It was the seat of one of the earliest civilizations of ancient Africa, the Kerma culture, which lasted from around 2500 BC until its conquest by the New Kingdom of Egypt under Pharaoh Thutmose I around 1500 BC, whose heirs ruled most of Nubia for the next 400 years.
What is the significance of Nubia in ancient Egypt?
In 1500 BC, Egypt conquered all of Nubia, forging a great empire that stretched all the way from the Euphrates in Syria to the 5th Cataract of the Nile. For over 500 years, Egypt’s wealth made the Pharaohs of the New Kingdom, like Tutankhamun, the most powerful rulers on the face of the earth.
Amenhotep I (1514–1493 bce) conquered Karmah, destroying the kingdom of Kush. Nubia was colonized, and the viceroy of Kush became its chief Egyptian imperial official. Thutmose I extended Egyptian control to Kanisa-Kurgis, upstream from the fourth cataract of the Nile.
Nubia and Egypt Egyptians did, however, conquer Nubian territory at various times. During the Egyptian Middle Kingdom (c. 2040-1640 BCE), Egypt began expanding into Nubian territory in order to control trade routes, and to build a series of forts along the Nile.
Alara, the first known Nubian king and predecessor of Kashta was not a 25th dynasty king since he did not control any region of Egypt during his reign. While Piye is viewed as the founder of the 25th dynasty, some publications may include Kashta who already controlled some parts of Upper Egypt.
Lower Nubia was controlled by Egypt from 2000 to 1700 BC and Upper Nubia from 1700 to 1525 BC. From 2200 to 1700 BC, the Pan Grave culture appeared in Lower Nubia. Some of the people were likely the Medjay (mḏꜣ,) arriving from the desert east of the Nile river. One feature of Pan Grave culture was shallow grave burial.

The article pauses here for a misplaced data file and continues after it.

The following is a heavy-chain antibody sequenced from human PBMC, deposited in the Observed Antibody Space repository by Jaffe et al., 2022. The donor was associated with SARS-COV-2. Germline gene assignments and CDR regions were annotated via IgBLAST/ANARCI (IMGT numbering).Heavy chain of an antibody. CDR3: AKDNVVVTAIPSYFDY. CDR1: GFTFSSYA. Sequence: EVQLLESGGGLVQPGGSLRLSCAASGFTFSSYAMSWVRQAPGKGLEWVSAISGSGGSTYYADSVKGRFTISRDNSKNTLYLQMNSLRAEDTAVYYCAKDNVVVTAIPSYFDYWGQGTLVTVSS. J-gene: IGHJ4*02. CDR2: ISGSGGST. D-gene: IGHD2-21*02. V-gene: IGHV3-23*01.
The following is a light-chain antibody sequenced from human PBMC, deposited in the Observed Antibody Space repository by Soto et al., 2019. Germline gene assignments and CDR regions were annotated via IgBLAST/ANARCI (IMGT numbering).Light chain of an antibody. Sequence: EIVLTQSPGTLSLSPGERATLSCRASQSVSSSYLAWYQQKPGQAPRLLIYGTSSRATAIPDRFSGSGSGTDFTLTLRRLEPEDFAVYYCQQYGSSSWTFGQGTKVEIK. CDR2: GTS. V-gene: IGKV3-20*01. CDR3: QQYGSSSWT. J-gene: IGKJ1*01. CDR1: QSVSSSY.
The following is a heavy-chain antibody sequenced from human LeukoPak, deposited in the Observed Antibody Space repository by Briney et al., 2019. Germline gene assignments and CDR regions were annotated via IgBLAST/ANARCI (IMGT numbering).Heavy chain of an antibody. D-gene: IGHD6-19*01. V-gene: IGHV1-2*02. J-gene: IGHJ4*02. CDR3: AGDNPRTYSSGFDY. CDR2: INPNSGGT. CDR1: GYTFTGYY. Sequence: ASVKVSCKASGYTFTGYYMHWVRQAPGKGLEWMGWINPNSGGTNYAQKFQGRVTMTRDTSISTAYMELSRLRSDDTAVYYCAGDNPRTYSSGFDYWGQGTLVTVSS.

King Piankhi is considered the first African Pharaoh to rule Egypt from 730 BC to 656 BC.
In the 8th century BCE, he noted, Kushite rulers were crowned as Kings of Egypt, ruling a combined Nubian and Egyptian kingdom as pharaohs of Egypt’s 25th Dynasty. Those Kushite kings are commonly referred to as the “Black Pharaohs” in both scholarly and popular publications.
Osiris was called ‘the black one’ in various funerary texts and is often depicted with black skin and in the guise of a mummified body. Black is also the colour associated with the alluvial silt deposited on the banks of the River Nile after the annual flood receded.
Kush was the most powerful state in the Nile valley around 1700 B.C.E. Conflict between Egypt and Kush followed, culminating in the conquest of Kush by Thutmose I (1504–1492 B.C.E.). In the west and south, Neolithic cultures remained as both areas were beyond the reach of the Egyptian rulers.
The land of Egypt is found within the regions of northern Africa. Nubia, on the other hand, is located along the Nile river which is a part of northern Sudan and southern Egypt. Nubia is said to be the Land of Gold. Because of this, the Egyptians attempted to conquer the land of Nubia.
The Egyptians influenced the Nubians more so than the Nubians influenced the Egyptians. For example, the Nubians worshipped Egyptian gods and goddesses along with their own Nubian deities. The Nubians also adapted Egyptian hieroglyphs to fit their own language and created an alphabet.
In 728 BC, the Nubians, a people the Egyptians had once partially conquered, attacked Egypt from the south and conquered the Egyptians. King Piye (pronounced “pie”) of Nubia began Dynasty XXV (25), the first of a family of Nubian rulers.
There the Nubian king Piye became the first of a succession of five “black pharaohs” who ruled Egypt for six decades with the blessing of the Egyptian priesthood.